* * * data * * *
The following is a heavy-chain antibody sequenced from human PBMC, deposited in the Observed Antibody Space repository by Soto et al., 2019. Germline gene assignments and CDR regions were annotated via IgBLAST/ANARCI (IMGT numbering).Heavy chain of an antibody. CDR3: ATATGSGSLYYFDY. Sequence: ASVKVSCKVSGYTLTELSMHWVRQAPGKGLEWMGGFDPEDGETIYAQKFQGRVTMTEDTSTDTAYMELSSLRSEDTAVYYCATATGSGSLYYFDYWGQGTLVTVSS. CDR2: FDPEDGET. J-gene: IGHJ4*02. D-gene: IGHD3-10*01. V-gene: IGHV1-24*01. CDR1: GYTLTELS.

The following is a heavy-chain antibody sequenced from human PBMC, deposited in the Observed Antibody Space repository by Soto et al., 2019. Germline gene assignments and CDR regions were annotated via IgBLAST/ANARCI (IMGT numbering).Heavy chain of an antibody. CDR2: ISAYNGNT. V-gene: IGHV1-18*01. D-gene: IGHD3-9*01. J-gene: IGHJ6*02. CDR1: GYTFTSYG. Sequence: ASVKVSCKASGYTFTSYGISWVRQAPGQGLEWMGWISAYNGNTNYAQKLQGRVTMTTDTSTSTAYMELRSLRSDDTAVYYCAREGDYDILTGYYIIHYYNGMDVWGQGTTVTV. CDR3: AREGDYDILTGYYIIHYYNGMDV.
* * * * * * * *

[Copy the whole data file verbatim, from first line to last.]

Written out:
The following is a heavy-chain antibody sequenced from human PBMC, deposited in the Observed Antibody Space repository by Soto et al., 2019. Germline gene assignments and CDR regions were annotated via IgBLAST/ANARCI (IMGT numbering).Heavy chain of an antibody. CDR3: ATATGSGSLYYFDY. Sequence: ASVKVSCKVSGYTLTELSMHWVRQAPGKGLEWMGGFDPEDGETIYAQKFQGRVTMTEDTSTDTAYMELSSLRSEDTAVYYCATATGSGSLYYFDYWGQGTLVTVSS. CDR2: FDPEDGET. J-gene: IGHJ4*02. D-gene: IGHD3-10*01. V-gene: IGHV1-24*01. CDR1: GYTLTELS.

The following is a heavy-chain antibody sequenced from human PBMC, deposited in the Observed Antibody Space repository by Soto et al., 2019. Germline gene assignments and CDR regions were annotated via IgBLAST/ANARCI (IMGT numbering).Heavy chain of an antibody. CDR2: ISAYNGNT. V-gene: IGHV1-18*01. D-gene: IGHD3-9*01. J-gene: IGHJ6*02. CDR1: GYTFTSYG. Sequence: ASVKVSCKASGYTFTSYGISWVRQAPGQGLEWMGWISAYNGNTNYAQKLQGRVTMTTDTSTSTAYMELRSLRSDDTAVYYCAREGDYDILTGYYIIHYYNGMDVWGQGTTVTV. CDR3: AREGDYDILTGYYIIHYYNGMDV.